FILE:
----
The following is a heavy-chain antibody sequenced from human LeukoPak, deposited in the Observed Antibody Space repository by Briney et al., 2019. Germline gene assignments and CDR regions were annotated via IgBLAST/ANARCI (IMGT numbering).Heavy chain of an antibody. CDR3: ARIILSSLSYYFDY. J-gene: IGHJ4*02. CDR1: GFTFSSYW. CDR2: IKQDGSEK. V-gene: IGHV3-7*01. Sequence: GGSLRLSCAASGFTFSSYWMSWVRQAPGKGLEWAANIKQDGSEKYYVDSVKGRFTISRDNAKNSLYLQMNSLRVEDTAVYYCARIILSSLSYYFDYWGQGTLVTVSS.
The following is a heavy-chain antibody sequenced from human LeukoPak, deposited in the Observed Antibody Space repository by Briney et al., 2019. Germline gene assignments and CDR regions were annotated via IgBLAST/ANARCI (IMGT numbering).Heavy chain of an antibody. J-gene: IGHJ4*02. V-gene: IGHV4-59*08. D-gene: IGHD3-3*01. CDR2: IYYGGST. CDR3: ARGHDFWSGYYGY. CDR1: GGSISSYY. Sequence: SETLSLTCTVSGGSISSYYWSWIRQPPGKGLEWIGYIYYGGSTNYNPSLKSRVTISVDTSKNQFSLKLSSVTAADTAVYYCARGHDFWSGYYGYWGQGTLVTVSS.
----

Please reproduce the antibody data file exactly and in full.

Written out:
The following is a heavy-chain antibody sequenced from human LeukoPak, deposited in the Observed Antibody Space repository by Briney et al., 2019. Germline gene assignments and CDR regions were annotated via IgBLAST/ANARCI (IMGT numbering).Heavy chain of an antibody. CDR3: ARIILSSLSYYFDY. J-gene: IGHJ4*02. CDR1: GFTFSSYW. CDR2: IKQDGSEK. V-gene: IGHV3-7*01. Sequence: GGSLRLSCAASGFTFSSYWMSWVRQAPGKGLEWAANIKQDGSEKYYVDSVKGRFTISRDNAKNSLYLQMNSLRVEDTAVYYCARIILSSLSYYFDYWGQGTLVTVSS.
The following is a heavy-chain antibody sequenced from human LeukoPak, deposited in the Observed Antibody Space repository by Briney et al., 2019. Germline gene assignments and CDR regions were annotated via IgBLAST/ANARCI (IMGT numbering).Heavy chain of an antibody. J-gene: IGHJ4*02. V-gene: IGHV4-59*08. D-gene: IGHD3-3*01. CDR2: IYYGGST. CDR3: ARGHDFWSGYYGY. CDR1: GGSISSYY. Sequence: SETLSLTCTVSGGSISSYYWSWIRQPPGKGLEWIGYIYYGGSTNYNPSLKSRVTISVDTSKNQFSLKLSSVTAADTAVYYCARGHDFWSGYYGYWGQGTLVTVSS.